The Dust-Cloud Hypothesis

The
universe contains huge clouds made up of very
large amounts of dust and gas. About
6,000,000,000 (billion) years ago, one of these
clouds began to condense. Gravitation--the pull
that all objects in the universe have for one
another--pulled the gas and dust particles
together. As the dust cloud condensed, it began to
spin. It spun faster and faster and flattened as it
spun. It became shaped like a pancake that is
thick at the centre and thin at the edges. The
slowly spinning centre condensed to make the sun.
But the outer parts of the pancake, or disk, were
spinning too fast to condense in one piece. They
broke up into smaller swirls, or eddies, which
condensed separately to make the planets. The
forming sun and planets were made up mostly of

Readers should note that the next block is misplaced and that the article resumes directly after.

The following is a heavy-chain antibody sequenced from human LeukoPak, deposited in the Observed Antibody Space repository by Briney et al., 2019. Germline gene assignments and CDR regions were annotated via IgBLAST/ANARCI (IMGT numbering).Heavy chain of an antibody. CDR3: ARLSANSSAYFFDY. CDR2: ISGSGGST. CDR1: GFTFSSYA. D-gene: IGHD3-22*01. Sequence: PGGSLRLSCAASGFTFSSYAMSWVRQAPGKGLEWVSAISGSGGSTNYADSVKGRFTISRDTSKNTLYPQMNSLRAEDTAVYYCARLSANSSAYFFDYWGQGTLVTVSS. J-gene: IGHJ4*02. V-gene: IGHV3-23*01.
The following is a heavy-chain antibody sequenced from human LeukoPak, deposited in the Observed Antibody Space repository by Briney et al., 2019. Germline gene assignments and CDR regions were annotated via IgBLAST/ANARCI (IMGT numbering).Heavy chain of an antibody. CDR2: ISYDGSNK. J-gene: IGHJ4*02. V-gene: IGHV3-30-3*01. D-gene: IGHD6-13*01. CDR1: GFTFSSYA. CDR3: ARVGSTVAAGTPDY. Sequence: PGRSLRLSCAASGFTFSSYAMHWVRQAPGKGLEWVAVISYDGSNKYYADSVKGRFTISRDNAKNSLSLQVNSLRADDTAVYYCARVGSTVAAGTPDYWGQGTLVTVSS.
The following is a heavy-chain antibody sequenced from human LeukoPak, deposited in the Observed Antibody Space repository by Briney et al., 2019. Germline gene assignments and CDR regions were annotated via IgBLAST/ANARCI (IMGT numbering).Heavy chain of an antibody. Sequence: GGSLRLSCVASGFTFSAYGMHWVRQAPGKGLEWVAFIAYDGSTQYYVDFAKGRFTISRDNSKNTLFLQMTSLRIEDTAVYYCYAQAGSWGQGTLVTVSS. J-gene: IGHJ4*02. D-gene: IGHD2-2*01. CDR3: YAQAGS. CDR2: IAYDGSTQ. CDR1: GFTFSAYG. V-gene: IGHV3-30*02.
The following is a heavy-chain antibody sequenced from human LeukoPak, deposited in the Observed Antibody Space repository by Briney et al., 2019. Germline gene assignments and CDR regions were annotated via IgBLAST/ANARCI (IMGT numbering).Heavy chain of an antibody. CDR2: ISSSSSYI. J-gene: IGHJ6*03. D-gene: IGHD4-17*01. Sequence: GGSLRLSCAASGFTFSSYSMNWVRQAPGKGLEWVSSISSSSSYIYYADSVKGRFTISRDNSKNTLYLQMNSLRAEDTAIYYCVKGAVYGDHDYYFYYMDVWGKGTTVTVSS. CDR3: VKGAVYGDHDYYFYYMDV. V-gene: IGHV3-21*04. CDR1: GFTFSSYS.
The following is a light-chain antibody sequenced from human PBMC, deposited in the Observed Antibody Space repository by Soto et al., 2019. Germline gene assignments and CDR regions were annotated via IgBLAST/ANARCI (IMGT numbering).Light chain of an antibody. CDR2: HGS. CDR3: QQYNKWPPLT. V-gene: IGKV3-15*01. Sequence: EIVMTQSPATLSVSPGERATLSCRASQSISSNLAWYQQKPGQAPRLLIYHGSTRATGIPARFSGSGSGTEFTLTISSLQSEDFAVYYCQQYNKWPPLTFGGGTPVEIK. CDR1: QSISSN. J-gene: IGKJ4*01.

gas. They contained much more gas than dust. The
earth was far bigger than it is now and probably
weighed 500 times as much. The large body of
dust and gas forming the sun collapsed rapidly to a
much smaller size. The pressure that resulted from
the collapse caused the sun to become very hot
and to glow brightly. The newly born sun began to
heat up the swirling eddy of gas and dust that was
to become the earth. The gas expanded, and some
of it flowed away into space. The dust that
remained behind then collected together because
of gravity. Although the shrinking earth generated
a lot of heat, most of this heat was lost into space.
Therefore, the original earth was most likely solid,
not molten. This hypothesis was developed by a
scientest, Harold C. Urey in 1952. It is also
known as the Urey\'s hypothesis. He showed that
methane, ammonia, and water are the stable forms
of carbon, nitrogen, and oxygen if an excess of
hydrogen is present. Cosmic dust clouds, from
which the earth formed, contained a great excess
of hydrogen.

Category: Science